Dozens of manta rays were laid out Monday on a beach in the blockaded Gaza Strip as local Palestinian fishermen celebrated the mass catch.
The rare fish flock to the Mediterranean waters off the coast of Gaza every year in March and April.
As well as being fished, many appear to wash up on the shores there and are then collected by locals who are desperate to make money. They can sell for around 12 shekels ($3.30) per kilo.
Fishing is a major commercial activity in Gaza, which has been under an Israeli-led blockade since 2007, when Islamist movement Hamas took over the territory.
In their latest flurry, fisherman Bashir Shoueikh caught more than 10 of the rays, each weighing between 200 and 300 kg (440-660 pounds).
Shocking pictures show people gathered on a beach in Gaza city as dozens of manta ray are laid out
‘Each boat carries between 20 and 30 of these fish,’ Shoueikh told AFP. ‘People like them a lot.’
The fishing zone off Gaza, determined by Israel, varies from five to 16 nautical miles, depending on the security situation.
There are two species of manta ray – manta alfredi and manta birostris.
The majestic creatures’ wingspans can be up to 18ft for the alfredi variety and as much as 23ft for the larger birostris.
Both are on the International Union for the Conservation of Nature’s red list of threatened species due to their dwindling numbers.
‘These manta rays have been washing up for years now,’ another fisherman, Bashir Shuwaikh, told euronews.
‘Every year, a large quantity of these fish wash up since it’s currently their season. Each boat carries between 20 and 30 of this fish.
‘They come out for the duration of a month approximately and we catch them daily, as long as the weather is warm,’ he explained.
People gather at a beach in Gaza City around Manta Rays caught by Palestinian fishermen near to the coast
Gaza fishermen catch the rare, endangered rays when they pass offshore during their winter migration
Fishermen are seen dragging one of the rays out of the sea as people gather to watch
Other shocking photos show small children playing with and sitting on the dead manta rays
A little boy seemingly helps fishermen to drag the rays up the sand and line them up on the beach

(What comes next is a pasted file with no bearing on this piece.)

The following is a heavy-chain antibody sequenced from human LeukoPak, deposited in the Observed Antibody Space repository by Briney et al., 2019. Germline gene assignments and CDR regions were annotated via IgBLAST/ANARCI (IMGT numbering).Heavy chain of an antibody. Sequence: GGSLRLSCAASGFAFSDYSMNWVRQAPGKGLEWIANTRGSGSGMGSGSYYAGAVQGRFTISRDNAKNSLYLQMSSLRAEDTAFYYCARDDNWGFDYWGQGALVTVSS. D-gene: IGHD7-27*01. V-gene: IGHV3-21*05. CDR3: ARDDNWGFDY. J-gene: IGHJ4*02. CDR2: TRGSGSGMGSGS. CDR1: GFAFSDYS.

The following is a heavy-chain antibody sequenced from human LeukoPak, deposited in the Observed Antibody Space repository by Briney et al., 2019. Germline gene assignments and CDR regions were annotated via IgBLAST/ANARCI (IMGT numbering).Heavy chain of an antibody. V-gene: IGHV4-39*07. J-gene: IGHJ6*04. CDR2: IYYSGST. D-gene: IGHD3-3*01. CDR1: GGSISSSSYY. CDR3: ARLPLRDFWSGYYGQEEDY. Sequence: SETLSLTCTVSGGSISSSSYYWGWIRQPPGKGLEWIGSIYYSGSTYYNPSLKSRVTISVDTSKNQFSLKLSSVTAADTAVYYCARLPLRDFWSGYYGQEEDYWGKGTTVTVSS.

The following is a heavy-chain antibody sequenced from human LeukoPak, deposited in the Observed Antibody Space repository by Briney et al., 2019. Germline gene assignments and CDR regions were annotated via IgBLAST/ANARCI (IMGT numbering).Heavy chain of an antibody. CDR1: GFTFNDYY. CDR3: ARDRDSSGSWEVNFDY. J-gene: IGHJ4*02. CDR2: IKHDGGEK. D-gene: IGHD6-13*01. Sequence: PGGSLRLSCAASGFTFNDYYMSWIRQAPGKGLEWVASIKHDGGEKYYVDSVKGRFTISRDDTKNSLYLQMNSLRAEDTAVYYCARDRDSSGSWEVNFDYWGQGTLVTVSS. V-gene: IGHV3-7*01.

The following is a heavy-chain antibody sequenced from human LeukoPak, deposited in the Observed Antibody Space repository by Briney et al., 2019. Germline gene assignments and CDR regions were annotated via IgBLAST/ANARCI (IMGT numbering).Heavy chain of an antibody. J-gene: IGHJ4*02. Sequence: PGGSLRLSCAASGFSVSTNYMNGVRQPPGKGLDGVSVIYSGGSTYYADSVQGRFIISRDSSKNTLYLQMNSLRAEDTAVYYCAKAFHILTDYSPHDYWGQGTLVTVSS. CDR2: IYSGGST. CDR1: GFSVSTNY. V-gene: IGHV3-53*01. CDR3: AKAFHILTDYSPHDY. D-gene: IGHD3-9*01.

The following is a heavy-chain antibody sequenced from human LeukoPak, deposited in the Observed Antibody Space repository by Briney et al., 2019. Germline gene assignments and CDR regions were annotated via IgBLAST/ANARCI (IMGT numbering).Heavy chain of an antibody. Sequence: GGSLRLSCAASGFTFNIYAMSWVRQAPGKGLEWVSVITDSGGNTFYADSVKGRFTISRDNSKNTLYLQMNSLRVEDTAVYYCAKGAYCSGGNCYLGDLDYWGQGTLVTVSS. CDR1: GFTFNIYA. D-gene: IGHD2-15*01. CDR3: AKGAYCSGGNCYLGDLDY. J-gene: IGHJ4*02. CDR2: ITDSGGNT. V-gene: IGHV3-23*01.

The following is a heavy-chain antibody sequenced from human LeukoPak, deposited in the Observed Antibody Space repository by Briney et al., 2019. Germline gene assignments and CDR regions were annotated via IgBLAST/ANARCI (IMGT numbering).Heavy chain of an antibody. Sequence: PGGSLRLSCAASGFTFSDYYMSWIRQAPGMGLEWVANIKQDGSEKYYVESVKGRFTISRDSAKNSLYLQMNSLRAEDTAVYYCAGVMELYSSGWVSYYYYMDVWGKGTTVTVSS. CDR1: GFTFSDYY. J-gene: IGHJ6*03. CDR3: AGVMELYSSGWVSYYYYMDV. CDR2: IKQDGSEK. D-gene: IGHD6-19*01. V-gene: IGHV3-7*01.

Manta rays are considered ‘vulnerable’ by the International Union for Conservation of Nature, which categorises them in its red list. Their primary threat is overfishing.
While there is limited popularity for the creatures’ meat, their gills are often used in Chinese medicine and to filter plankton.
Pictures from the latest fishing frenzy in Gaza show crowds gathering to haul the fish out of the sea, using ropes which they wrap around their wings.
Palestinian vendors gather to buy the manta rays on the beach of Gaza City
They then appear to be dragged up the beach before being laid out on the sand.
Rays’ remains are also loaded onto awaiting carts, being pulled by horses seemingly to transport the carcasses to markets.
Gory photos show the rays’ carcasses covering sandy beaches, with some of them bloodied as fishermen pluck them out of the sea.
Palestinian fishermen carry maimed manta ray carcasses on a horse cart, ready to be sold
The mass hunt went on into the evening as pictures show boats approaching the manta-covered shore
Other shocking photos show children playing with and sitting on the dead beasts, as well as helping men to drag them up the beach.
The mass hunt went on into the evening as pictures show boats returning to the manta-covered shore at dusk.
Mantas are protected in international waters by the Convention on Migratory Species of Wild Animals, but are much more vulnerable closer to shore, as these pictures evidence.